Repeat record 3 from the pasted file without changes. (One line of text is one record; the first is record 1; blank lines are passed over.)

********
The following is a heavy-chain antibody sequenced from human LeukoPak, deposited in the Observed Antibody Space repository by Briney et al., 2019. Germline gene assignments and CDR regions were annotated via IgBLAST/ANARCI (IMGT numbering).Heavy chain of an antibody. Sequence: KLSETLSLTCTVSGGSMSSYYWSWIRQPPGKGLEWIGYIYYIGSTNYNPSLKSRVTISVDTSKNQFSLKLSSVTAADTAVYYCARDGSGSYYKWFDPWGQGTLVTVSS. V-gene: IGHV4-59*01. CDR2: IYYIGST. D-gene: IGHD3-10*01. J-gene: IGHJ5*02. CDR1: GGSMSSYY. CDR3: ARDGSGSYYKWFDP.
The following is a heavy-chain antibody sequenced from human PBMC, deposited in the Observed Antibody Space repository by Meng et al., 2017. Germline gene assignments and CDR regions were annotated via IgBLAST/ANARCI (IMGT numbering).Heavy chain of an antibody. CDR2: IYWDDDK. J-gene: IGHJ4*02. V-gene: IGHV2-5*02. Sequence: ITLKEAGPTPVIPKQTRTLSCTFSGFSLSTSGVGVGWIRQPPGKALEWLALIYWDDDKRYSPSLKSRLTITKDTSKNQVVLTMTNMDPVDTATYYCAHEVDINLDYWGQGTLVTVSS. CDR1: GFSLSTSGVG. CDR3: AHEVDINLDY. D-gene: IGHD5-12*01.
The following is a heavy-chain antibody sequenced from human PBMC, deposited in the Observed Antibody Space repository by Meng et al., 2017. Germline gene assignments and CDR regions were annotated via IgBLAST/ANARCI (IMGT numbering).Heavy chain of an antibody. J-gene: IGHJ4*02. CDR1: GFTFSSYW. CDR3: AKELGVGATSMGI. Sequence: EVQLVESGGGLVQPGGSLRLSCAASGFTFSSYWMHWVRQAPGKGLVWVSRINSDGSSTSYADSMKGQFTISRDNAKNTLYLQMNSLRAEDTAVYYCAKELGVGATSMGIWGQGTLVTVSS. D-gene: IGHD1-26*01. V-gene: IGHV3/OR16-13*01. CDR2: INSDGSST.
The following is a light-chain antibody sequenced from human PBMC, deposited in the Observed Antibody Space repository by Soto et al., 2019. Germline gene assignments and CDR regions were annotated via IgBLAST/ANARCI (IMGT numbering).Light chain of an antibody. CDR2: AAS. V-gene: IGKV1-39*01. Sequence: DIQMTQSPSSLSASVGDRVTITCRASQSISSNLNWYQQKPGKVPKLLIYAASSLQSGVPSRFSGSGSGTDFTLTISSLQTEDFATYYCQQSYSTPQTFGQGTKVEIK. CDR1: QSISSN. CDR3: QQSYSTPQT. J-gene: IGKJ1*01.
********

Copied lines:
The following is a heavy-chain antibody sequenced from human PBMC, deposited in the Observed Antibody Space repository by Meng et al., 2017. Germline gene assignments and CDR regions were annotated via IgBLAST/ANARCI (IMGT numbering).Heavy chain of an antibody. J-gene: IGHJ4*02. CDR1: GFTFSSYW. CDR3: AKELGVGATSMGI. Sequence: EVQLVESGGGLVQPGGSLRLSCAASGFTFSSYWMHWVRQAPGKGLVWVSRINSDGSSTSYADSMKGQFTISRDNAKNTLYLQMNSLRAEDTAVYYCAKELGVGATSMGIWGQGTLVTVSS. D-gene: IGHD1-26*01. V-gene: IGHV3/OR16-13*01. CDR2: INSDGSST.